Flooded access road

This old access road shows some lingering signs of pavement. The water at the gate is at least two feet deep by my best guess

Flooded road

This well-constructed road leads to another semi-submerged pole gate. The gentle sloping crown of this road tells us that for whom-so-ever built it – it was not his first rodeo.

Flooded pole gate

This nearly submerged pole gate made for an artsy-craftsy scene. A Freudian leaning psychologist might see it as something else.

Fillin' station dog

I made a pit stop in Leola, Arkanss and found a friendly fillin’ station dog who appeared to be a Bassett-Redbone or Redbone-Basset mix. He was curious and friendly. Here he came by to bid me farewell as I departed the premises.

Old house and abandoned pickup

I found another dog several miles down the gravel road section of the trip. He was hanging around this abandoned house accompanied by and abandoned Ford F150 of several years back. You can see more of this old house and the nearby barn on the Photo of the Week page at Corndancer dot-com along with other pictures from this trip.

Dog in gravel road

Not quite as friendly but with a good streak of curious, this pooch who was babysitting the old house and truck came out to see me off.  He appears to have a .22 head mounted on a .357 magnum frame. Mayhaps his name is bullet?

As a parting shot, I’m showing you a couple of signs that gave me a grin. Hopefully you will react in the same way. Lord knows we need all the grins we can get.

Sign-eating tree

And if you do happen to dump, this tree will eat you. Don’t say we did not warn you.

Road closed sign

Noooooo problemo!

I have high hopes that this diversion into attempted levity has lighted your day.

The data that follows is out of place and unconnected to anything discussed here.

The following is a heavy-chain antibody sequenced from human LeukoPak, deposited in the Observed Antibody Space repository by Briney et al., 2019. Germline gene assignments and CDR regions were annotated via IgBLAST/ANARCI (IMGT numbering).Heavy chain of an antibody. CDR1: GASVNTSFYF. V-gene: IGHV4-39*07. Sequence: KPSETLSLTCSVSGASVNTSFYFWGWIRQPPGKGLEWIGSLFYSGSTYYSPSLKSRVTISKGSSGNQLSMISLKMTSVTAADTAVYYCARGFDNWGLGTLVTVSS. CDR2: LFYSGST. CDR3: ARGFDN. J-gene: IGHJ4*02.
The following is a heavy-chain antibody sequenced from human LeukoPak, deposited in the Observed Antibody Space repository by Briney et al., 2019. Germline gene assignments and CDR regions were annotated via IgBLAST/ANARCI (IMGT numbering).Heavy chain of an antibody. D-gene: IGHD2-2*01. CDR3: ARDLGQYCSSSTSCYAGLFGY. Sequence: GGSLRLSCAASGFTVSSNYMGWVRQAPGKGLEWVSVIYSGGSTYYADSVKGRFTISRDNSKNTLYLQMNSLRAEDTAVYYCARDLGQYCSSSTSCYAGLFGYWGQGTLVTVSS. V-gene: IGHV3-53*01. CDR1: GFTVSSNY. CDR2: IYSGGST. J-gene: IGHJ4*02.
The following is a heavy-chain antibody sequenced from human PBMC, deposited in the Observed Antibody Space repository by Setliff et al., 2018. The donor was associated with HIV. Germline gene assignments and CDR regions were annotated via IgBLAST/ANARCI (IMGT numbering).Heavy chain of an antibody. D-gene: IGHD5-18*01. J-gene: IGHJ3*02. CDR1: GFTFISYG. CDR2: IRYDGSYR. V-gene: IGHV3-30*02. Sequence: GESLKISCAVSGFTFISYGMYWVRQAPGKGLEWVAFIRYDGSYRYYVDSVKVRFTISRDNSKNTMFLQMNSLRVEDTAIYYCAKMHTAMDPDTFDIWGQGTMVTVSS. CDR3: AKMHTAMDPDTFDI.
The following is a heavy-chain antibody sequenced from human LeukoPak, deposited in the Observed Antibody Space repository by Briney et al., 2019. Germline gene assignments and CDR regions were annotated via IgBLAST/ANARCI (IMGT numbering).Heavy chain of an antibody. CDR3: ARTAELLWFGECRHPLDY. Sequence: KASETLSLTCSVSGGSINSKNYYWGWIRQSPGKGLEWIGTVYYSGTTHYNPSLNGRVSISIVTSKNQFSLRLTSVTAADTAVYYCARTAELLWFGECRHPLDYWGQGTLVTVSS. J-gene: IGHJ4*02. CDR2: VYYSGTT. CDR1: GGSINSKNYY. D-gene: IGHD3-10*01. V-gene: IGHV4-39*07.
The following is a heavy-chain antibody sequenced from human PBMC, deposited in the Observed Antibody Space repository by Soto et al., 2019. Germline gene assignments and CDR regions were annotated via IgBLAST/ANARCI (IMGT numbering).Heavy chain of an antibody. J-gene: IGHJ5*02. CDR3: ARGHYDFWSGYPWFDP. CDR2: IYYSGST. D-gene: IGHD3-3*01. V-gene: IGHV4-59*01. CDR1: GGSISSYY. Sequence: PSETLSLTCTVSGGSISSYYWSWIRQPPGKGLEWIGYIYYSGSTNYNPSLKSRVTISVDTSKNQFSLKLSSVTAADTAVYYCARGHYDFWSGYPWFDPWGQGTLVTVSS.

Thanks for looking.

Joe Dempsey,
Weekly Grist for the Eyes and Mind

http://www.joedempseycommunications.com/
http://www.joedempseyphoto.com/
http://www.corndancer.com/joephoto/photohome.html

Back to the birds


Click on the Chinese Swan Goose to see more and ready our original  June 2013 story.

Click on the Chinese Swan Goose to see more goose pix and read our original June 2013 story.

Back in June of 2013, our Weekly Grist and Corndancer combo was headlined by a couple of big birds, a big ol’ goose here on Weekly Grist and a big ol’ osprey at Corndancer. We are sending you back to take a second look at our fine feathered friends. In our Corndancer article you’ll see several pictures of the osprey. In our original Weekly Grist article you get several goose glimpses plus a look at a dragon fly, a squirrel, a dog and a small aggregation of curious Black Angus cattle.

Osprey guarding its nest

Click on the osprey to see in-flight pictures and menacing osprey stares.

While all we had to do was show up and aim for our goose pictures, the images of the osprey we show on our Corndancer Photo of the Week page were pure luck. But then I always maintain that I would rather be lucky than good any day of the week.

Though we were in a boat, we wandered a tad closer to the osprey’s nest than the osprey thought was proper which spurred the big bird to action.